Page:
Pediatric Providers’ Knowledge, Attitudes, Practice, and Barriers to Firearms Safety Counseling
AbstractObjectives: Firearms-related injuries and deaths are a leading cause of death in children and young adults ages 5 to 24 years. This study evaluated the counseling practices and barriers to providing safe firearms storage education by pediatricians and advance practice providers.
Methods: An online survey was sent to 296 pediatric outpatient providers in Houston, Texas. Pediatric providers were asked about demographics, knowledge, attitudes, and current practices regarding firearms safety counseling. Descriptive and comparative analyses were performed.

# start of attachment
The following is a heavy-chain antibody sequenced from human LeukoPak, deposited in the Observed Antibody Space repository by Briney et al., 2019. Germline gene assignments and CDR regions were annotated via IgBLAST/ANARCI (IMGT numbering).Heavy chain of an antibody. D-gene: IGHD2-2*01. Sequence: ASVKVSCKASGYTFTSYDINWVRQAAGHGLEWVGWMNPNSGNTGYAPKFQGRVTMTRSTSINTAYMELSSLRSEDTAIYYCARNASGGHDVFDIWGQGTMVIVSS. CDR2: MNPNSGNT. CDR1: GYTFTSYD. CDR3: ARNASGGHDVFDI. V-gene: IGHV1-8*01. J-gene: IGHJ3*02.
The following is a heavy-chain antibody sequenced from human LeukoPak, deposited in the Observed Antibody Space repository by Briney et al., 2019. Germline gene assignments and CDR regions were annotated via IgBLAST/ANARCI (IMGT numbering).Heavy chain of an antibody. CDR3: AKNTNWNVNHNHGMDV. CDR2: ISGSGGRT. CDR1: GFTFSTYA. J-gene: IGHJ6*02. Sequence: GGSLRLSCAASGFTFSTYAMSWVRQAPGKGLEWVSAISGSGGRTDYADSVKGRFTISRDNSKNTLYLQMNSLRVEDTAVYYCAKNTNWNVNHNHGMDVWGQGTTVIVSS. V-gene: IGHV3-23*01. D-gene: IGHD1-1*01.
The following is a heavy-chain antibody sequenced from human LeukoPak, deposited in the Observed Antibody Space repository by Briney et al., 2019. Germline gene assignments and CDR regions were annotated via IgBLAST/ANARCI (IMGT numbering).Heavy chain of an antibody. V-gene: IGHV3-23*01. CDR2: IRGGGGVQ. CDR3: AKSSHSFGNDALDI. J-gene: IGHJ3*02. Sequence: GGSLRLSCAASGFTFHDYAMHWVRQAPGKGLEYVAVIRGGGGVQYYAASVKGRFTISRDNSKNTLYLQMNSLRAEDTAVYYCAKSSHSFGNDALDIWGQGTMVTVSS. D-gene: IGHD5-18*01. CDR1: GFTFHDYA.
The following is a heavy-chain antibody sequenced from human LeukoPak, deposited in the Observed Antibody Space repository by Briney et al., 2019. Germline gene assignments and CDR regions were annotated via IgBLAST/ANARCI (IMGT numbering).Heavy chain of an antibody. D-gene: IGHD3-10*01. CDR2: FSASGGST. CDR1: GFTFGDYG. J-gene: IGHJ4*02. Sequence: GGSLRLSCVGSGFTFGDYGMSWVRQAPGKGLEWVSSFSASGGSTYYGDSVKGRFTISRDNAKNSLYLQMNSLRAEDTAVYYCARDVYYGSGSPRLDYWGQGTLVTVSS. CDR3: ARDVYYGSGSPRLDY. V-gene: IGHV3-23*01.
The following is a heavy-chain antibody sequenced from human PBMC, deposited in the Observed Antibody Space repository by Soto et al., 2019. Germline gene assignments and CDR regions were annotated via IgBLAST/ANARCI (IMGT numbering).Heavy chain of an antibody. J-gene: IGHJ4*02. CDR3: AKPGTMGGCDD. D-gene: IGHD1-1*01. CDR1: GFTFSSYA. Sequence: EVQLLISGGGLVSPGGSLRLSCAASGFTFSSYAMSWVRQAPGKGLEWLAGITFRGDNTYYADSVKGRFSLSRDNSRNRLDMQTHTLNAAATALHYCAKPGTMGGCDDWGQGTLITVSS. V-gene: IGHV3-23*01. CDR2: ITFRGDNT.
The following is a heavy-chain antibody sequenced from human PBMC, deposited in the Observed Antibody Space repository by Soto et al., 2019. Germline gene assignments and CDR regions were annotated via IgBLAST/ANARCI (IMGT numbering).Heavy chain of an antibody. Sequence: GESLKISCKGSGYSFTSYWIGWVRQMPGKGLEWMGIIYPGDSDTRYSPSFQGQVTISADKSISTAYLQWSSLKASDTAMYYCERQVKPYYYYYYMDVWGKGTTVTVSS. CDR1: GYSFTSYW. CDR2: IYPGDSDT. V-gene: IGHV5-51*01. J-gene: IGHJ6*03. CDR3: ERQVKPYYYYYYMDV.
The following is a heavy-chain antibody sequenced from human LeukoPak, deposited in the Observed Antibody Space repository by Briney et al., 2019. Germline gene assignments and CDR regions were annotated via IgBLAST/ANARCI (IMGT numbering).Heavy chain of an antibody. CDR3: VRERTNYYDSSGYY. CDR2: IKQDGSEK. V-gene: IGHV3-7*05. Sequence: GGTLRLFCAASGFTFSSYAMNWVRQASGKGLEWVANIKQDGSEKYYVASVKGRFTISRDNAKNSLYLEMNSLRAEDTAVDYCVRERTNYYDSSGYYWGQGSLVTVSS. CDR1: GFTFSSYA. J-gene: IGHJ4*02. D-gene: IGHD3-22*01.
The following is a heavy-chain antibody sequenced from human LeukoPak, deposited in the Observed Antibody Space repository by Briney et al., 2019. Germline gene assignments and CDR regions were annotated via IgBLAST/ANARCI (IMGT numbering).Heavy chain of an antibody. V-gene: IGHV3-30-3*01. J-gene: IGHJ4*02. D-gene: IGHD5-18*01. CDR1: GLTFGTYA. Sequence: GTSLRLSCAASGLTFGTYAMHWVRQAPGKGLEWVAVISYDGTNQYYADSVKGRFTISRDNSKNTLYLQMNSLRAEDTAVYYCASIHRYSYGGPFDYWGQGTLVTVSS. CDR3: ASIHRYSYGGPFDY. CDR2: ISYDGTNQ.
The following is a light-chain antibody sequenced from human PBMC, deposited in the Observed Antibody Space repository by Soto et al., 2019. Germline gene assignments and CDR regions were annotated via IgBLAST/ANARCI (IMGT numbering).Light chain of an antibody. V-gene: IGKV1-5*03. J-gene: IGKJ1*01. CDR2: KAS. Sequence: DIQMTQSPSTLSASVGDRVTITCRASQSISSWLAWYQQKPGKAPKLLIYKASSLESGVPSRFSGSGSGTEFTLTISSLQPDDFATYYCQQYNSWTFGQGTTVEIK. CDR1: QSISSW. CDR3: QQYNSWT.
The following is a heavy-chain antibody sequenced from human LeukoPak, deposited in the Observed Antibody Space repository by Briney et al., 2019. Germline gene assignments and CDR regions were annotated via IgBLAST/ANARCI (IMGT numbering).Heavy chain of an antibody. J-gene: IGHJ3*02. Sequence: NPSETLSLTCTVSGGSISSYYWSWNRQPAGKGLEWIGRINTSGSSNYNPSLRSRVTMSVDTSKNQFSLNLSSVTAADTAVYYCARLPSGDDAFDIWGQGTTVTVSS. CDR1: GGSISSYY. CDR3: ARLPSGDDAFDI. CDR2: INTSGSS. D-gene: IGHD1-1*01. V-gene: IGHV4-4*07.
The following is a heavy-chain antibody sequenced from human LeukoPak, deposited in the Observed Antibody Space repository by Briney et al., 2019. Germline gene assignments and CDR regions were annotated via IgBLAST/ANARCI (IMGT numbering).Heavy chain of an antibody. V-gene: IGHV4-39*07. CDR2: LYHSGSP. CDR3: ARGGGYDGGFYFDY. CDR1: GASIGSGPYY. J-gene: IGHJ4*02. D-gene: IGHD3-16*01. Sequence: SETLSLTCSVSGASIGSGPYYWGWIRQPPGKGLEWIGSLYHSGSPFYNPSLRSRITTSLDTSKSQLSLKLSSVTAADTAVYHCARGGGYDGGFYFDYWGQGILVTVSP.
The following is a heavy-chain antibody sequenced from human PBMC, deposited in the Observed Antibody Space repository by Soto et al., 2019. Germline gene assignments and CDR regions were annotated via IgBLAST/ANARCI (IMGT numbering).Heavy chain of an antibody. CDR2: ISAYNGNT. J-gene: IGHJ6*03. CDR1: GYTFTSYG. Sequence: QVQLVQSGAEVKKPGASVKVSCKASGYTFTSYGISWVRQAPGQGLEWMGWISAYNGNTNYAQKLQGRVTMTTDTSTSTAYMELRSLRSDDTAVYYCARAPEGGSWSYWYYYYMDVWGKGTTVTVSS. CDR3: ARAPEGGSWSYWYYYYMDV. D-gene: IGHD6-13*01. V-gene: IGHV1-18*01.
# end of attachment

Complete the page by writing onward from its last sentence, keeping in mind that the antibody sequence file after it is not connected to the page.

Results: Survey respondents (N = 76) were 86% women and 87% physicians. Most (86%) agree that they should discuss firearms safety with parents, whereas only 32% report routine counseling. The most frequent barrier to providing education was insufficient time (63%), followed by unfamiliarity with guns (26%).
Conclusions: Pediatric providers are interested in firearms safety counseling, but few incorporate it into their practice. Addressing barriers of time and comfort level around firearms are potential first steps to curbing a leading cause of injury death among children. Further research is needed to develop counseling methods that are time efficient and culturally competent for the pediatric office.
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